Big Mouth Review

Fun with Dick and his dick

Chuck Sipps, Arts and Life Editor

Let’s get this out of the way early. If you’re not ok watching a bunch of penises reenact World War I while children take bets on who the ghost of Duke Ellington lost his virginity to when he was alive, then “Big Mouth” may not be the show for you. If you are looking for a show that has as much heart as vulgarity then it just may fit the bill.

The series follows a group of 7th graders, including best friends Nick Birch (Nick Kroll) and Andrew Glouberman (John Mulaney), as they navigate their way through puberty with struggles like masturbation. They don’t go through this journey alone as they each have their own hormone monster or monstress. Maurice (also voiced by Kroll) and Connie (Maya Rudolph) guide Nick and Andrew through the awkward changes all the while giving some of the best and worst advice imaginable. Throughout the series, the kids interact with people and objects who are often personified and offer helpful, albeit confusing, advice. This includes the ghost of Duke Ellington, a French-accented Statue of Liberty, pillows and couch cushions that are capable of getting pregnant, and even the kid’s own genitals and pubes.

If you haven’t gotten the hint yet, the show gets really weird but it is also hilarious and at times heartfelt. As with most coming-of-age tales the hilarity often comes from the ignorance of our protagonist. What makes “Big Mouth” so much fun is even when audiences think they know what is happening next, they find a way to subvert those expectations and usually to hilarious results.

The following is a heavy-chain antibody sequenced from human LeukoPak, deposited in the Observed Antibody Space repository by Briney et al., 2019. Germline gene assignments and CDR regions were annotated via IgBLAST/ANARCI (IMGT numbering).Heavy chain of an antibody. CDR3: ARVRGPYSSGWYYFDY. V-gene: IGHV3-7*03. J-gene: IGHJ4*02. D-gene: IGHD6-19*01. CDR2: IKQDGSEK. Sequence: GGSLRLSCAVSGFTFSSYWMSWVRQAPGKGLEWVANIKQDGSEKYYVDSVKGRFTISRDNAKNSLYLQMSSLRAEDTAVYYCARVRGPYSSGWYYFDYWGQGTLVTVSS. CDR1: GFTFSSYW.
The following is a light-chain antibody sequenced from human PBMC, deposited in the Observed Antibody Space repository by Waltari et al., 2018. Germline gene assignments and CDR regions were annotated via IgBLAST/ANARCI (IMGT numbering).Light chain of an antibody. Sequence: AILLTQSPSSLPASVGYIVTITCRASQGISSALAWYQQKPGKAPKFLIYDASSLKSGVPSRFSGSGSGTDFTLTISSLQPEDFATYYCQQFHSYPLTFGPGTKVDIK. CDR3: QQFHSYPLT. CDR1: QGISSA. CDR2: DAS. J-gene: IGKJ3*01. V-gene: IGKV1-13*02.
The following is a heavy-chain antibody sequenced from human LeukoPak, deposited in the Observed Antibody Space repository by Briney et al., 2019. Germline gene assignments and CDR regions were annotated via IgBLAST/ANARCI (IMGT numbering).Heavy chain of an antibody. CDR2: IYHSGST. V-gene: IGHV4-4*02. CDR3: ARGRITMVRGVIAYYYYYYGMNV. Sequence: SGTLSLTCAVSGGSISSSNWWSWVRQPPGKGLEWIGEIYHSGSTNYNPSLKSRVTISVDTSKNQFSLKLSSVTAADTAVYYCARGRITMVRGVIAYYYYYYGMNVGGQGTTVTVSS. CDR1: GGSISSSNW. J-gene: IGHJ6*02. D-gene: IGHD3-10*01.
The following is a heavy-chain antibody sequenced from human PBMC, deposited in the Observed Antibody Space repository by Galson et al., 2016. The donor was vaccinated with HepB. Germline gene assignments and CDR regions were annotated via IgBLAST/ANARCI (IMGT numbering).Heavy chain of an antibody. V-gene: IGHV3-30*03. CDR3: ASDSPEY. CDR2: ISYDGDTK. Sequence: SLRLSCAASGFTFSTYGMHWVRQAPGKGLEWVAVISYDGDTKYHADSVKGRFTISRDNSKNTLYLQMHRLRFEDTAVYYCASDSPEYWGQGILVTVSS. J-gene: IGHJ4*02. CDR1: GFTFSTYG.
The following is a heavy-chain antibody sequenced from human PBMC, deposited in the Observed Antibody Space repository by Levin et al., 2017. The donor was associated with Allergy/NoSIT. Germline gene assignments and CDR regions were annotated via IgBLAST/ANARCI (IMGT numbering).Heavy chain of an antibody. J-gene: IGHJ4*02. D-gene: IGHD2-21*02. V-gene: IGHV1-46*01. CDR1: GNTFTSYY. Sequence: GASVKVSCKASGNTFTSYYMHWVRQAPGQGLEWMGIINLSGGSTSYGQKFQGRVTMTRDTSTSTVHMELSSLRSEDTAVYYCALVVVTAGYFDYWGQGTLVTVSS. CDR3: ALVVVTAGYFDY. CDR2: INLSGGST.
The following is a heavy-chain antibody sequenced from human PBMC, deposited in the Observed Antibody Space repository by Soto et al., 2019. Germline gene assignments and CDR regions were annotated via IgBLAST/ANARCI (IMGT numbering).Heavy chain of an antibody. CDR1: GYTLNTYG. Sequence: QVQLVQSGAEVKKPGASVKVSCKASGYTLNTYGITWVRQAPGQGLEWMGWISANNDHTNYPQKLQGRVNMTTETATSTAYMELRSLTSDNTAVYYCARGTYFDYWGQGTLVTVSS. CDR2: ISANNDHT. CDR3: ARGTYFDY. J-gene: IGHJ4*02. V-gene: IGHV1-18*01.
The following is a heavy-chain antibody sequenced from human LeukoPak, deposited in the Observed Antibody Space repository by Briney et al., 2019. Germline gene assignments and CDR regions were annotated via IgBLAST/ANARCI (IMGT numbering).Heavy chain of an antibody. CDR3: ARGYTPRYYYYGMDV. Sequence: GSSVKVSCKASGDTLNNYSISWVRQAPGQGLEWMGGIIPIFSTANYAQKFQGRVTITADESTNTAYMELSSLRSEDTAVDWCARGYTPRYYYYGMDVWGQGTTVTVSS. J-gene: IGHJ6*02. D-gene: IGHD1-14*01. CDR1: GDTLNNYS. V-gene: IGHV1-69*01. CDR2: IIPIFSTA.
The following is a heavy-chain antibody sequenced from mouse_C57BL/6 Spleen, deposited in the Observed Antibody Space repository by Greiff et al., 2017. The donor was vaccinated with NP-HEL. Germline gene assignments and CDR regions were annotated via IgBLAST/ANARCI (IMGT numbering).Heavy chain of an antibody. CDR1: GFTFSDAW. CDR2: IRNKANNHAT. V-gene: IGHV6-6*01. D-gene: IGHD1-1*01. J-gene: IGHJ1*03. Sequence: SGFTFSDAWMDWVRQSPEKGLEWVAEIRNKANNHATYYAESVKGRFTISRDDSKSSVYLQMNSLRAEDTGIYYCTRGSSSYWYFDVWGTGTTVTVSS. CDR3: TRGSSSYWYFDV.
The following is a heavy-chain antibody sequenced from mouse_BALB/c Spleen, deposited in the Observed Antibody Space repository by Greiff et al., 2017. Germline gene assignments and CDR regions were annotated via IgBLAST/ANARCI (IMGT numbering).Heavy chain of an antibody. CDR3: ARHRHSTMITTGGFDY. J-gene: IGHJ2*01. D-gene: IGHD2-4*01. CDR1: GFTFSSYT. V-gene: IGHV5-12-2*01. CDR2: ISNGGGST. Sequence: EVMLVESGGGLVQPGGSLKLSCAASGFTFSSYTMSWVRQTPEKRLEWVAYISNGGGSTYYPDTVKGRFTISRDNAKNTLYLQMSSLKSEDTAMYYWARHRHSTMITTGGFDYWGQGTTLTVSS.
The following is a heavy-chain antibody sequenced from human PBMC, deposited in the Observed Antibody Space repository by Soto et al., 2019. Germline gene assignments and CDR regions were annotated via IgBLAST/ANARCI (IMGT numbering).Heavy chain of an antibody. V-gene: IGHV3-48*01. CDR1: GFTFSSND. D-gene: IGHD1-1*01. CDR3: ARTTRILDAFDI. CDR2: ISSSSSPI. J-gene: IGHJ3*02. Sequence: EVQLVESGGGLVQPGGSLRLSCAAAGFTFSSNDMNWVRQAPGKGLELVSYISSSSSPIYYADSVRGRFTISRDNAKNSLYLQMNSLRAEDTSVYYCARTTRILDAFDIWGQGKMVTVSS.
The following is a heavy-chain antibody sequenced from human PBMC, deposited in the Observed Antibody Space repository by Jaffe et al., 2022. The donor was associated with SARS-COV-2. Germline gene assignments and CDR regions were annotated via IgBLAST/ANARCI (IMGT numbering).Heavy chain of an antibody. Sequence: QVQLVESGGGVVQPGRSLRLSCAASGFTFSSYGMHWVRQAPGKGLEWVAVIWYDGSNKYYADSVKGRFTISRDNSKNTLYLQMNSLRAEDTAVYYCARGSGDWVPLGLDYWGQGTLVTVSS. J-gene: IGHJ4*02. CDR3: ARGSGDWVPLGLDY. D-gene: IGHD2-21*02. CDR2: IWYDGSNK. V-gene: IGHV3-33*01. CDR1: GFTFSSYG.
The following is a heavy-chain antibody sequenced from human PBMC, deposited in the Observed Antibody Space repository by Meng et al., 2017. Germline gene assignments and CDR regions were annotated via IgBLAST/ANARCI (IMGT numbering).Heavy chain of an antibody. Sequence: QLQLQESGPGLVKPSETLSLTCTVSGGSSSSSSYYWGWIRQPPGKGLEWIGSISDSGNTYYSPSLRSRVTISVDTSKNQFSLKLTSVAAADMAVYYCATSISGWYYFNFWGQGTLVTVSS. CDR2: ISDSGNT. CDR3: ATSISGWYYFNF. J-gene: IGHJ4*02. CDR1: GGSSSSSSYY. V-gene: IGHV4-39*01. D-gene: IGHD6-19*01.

The show isn’t just about the boys either. It touches on all aspects of the sexual spectrum from the female orgasm, what it means to be bisexual and the way women are both exploited and shamed for their sexuality. The beauty of it all is the show manages to straddle the line between being preachy and being flippant about the issues it’s tackling. When both sides of the aisle are angry at you, then you’re probably doing something right.

That’s not to say that Season Three doesn’t have any problems. The show does suffer a bit from becoming a tad too formulaic. In past seasons, character arcs were carried out throughout the entire season and this time around, these arcs tend to take up one episode before being pushed into the background. There was also a missed opportunity between Nick and his hormone Monstress Connie. Season Two seemed to tease the idea that Connie, who before this had only worked with girls, would struggle being Nick’s monstress. While that happens a bit in the early episodes, the idea isn’t fully explored and is dropped early on.

Season Three doesn’t end on a cliffhanger, but it does set up big changes for the status quo going forward. “Big Mouth” isn’t afraid to go there nor are they afraid to admit when they miss the mark, see the slight uproar about the shows depiction of pansexuality. That is ultimately the strength of “Big Mouth”, the bravery to take on these complex issues and the humility to acknowledge when they get it wrong. What a novel concept.

“Big Mouth” is awarded two big ole steamy potatoes on the Sipps’ Potato Scale.